In general when you are load balancing a cluster you can evenly spread the connections through the cluster and you get pretty consistent and even load balancing. However with some applications such as RDS (Microsoft Terminal Servers), you can get very high load from just a few users doing heavy work. The solution to this is to use some kind of server load feedback agent. We’ve had one of these for a while in our product but now with a lot of help from Simon Horman we’ve managed to integrate the functionality into the main branch (well soon anyway) of HAproxy. We thought it would be a good idea to open source the previous work on Ldirectord/LVS, make it compatible with HAProxy, and release our Windows service code as GPL.
Until the work is merged and tested with an official release of HAProxy we’ve compiled a patched version of HAProxy dev19 ish here…. (http://downloads.loadbalancer.org/agent/haproxy-agent-check-20130813.tar.gz) Or you can get the patches from the mailing list archive…
Simply compile as usual and then modify your RDS cluster:
listen RDSTest bind 192.168.69.22:3389 mode tcp balance leastconn persist rdp-cookie server backup 127.0.0.1:9081 backup non-stick tcp-request inspect-delay 5s tcp-request content accept if RDP_COOKIE timeout client 12h timeout server 12h option tcpka option redispatch option abortonclose maxconn 40000 server Win2008R2 192.168.64.50:3389 weight 100 check agent-port 3333 inter 2000 rise 2 fall 3 minconn 0 maxconn 0 on-marked-down shutdown-sessions
The important bit agent-port 3333 tells HAProxy to constantly monitor each backend server server in the cluster by doing a telnet to port 3333 and grabbing the response which will usually be a percentage idle value i.e.
80% – I am not very busy please increase my weight and send me more traffic
10% – I’m busy please decrease my weight and stop sending me so much traffic
drain – Set the weight to 0 and gradually drain the traffic from this server for maintenance
stop – Stop all traffic immediately, kill this backend server
If you have a Linux backend you could create a simple service calling the following script:
#!/bin/bashLOAD=(/usr/bin/vmstat 1 2| /usr/bin/tail -1| /usr/bin/awk 'print $15;' | /usr/bin/tee)echo "$LOAD%"#This outputs a 1 second average CPU idle
Call the script /usr/bin/lb-feedback.sh
make sure that you make it executable:
chmod +x /usr/bin/lb-feedback.sh
Insert this line into /etc/services
lb-feedback 3333/tcp # loadbalancer.org feedback daemon
Now create the following file called /etc/xinetd.d/lb-feedback
# default: on# description: lb-feedback socket serverservice lb-feedback port = 3333 socket_type = stream flags = REUSE wait = no user = nobody server = /usr/bin/lb-feedback.sh log_on_success += USERID log_on_failure += USERID disable = no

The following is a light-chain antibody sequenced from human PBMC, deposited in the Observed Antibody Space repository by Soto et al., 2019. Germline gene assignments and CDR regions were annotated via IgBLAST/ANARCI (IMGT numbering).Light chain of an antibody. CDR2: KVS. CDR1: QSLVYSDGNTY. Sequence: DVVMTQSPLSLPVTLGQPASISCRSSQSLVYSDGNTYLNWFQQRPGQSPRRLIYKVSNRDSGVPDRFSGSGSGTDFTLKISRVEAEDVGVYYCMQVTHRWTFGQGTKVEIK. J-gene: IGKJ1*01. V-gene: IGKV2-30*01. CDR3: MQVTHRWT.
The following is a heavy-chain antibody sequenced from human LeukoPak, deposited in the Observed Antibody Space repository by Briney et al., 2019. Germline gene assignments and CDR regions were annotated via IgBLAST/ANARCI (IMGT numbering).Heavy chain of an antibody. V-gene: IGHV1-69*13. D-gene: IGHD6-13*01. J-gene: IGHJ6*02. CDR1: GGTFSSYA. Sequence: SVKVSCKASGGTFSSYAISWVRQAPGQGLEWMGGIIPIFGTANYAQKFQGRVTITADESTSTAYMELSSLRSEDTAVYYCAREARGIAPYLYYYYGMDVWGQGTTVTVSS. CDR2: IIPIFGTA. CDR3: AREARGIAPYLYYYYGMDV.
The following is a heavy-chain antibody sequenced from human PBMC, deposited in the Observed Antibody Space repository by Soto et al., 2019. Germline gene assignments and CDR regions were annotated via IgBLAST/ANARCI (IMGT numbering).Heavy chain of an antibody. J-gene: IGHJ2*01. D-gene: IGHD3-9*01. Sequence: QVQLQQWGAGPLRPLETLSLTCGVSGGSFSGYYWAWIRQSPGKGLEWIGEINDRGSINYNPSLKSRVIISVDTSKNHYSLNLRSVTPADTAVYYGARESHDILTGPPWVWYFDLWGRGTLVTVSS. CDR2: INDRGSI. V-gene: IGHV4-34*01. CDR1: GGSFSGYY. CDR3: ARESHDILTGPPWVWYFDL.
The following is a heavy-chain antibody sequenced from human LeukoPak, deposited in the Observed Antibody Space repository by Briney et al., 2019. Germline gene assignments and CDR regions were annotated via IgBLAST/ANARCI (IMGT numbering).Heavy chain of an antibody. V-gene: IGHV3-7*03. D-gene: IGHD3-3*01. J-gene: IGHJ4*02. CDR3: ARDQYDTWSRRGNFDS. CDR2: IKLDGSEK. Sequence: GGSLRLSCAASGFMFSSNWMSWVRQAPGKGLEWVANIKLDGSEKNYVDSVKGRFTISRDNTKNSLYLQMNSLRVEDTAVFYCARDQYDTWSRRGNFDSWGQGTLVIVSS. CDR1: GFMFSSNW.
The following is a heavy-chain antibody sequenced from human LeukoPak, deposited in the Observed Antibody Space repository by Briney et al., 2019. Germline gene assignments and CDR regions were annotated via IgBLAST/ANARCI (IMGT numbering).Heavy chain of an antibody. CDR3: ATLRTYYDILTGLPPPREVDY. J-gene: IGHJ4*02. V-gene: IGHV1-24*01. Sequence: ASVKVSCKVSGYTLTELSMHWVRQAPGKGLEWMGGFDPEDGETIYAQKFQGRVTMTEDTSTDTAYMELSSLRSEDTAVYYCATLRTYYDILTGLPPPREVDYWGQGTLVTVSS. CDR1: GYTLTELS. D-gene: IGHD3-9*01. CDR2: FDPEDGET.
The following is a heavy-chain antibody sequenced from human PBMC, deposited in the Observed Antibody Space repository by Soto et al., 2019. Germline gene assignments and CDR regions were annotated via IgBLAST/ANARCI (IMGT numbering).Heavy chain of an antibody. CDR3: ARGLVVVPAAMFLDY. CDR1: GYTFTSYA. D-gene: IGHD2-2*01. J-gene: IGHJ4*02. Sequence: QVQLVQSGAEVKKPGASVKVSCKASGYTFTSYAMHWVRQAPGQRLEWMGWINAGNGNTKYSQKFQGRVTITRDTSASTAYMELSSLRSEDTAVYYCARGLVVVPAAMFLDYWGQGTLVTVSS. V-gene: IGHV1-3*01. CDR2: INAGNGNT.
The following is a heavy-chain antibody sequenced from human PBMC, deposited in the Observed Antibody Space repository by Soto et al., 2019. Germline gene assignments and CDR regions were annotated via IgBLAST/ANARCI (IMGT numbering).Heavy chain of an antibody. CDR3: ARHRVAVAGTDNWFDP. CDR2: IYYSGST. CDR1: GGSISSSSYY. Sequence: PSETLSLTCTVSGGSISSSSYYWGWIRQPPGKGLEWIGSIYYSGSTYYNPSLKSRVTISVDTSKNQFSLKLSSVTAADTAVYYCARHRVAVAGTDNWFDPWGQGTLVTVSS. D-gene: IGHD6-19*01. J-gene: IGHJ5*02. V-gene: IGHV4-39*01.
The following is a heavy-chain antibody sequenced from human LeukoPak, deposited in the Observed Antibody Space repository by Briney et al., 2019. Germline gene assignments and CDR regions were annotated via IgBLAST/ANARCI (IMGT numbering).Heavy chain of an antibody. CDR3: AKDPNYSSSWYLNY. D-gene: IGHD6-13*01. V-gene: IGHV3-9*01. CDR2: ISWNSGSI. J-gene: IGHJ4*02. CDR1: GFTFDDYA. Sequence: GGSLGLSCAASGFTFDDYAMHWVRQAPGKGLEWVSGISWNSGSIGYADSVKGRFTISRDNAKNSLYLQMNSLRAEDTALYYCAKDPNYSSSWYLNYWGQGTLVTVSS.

Then change permissions and restart xinetd:
chmod 644 /etc/xinetd.d/lb-feedback/etc/init.d/xinetd restart
You can now test this service by using telnet:
telnet 127.0.0.1 3333Trying 127.0.0.1...Connected to 127.0.0.1.Escape character is '^]'.95%Connection closed by foreign host.
Now if you have a Windows server as your backend you can use the following our open source monitor service. You can download the Loadbalancer.org windows feedback agent here (http://downloads.loadbalancer.org/agent/CpuMonitor_4.2.3.zip)
Once you have installed Loadbalancer.org feedback service you should find the monitor.exe file in program files/LoadaBalancer.org
Simply hit the ‘start’ button and the agent should start responding to telnet on port 3333 (you may need to make an exception for that port in your Windows firewall).
You can change the ‘mode’ setting to drain then ‘apply settings and restart’ and HAproxy will then set the weight to 0 and status to drain (blue) i.e.:
Or you can set the ‘mode’ to maintenance then ‘apply settings and restart’ and HAproxy will then immediately set the status to DOWN (yellow) i.e.:
When the agent is running in normal mode it will report back the percentage idle of the system based on the settings in the feedback agent XML file:
Notice that you can control both the importance of CPU & RAM utilization and also a threshold, so the following logic is used:
If CPU importance = 0 then ignore
If RAM importance = 0 then ignore
If Threshold level is reached on any monitor then immediately go into DRAIN mode
Otherwise to calculate the percentage idle reported by the agent we
would be to divide the utilization by the number of factors involved i.e.
If you are using two services then:
utilization = utilization + cpuLoad * cpuImportance%;
utilization = utilization + ramOccupied * ramImportance%;
utilization = utilization / 2
So if importance was 1 for both cpu and ram you would only get 0% reported if both CPU and RAM were 100%
And if the importance is zero then ignore completely i.e.
utilization = utilization + cpuLoad * cpuImportance%;
//utilization = utilization + ramOccupied * 0 (importance is zero so ignore)
utilization = utilization (one service only so don’t divide)
Also the final section TCPService effictvley lets you load balance on number of established connections to your server, so you could balance based on the number of RDP connections to port 3389.
For this setting MaxConnections is important to specify as otherwise the agent will have no idea how to calculate the the load i.e.
utilization = MaxConnections / 100 * number of current connections * importance%
In the following screen shot from a Loadbalancer.org appliance you can see that the Win2008R2 server is healthy and 99% idle, whereas the Linux server was busy at 43% idle before the Linux agent was put into maintenance mode and the server taken out of the group.
Does that make sense? Have a play with the config file and let us know what you think….
The original article/video can be found at Open Source Windows service for reporting server load back to HAProxy (load balancer feedback agent).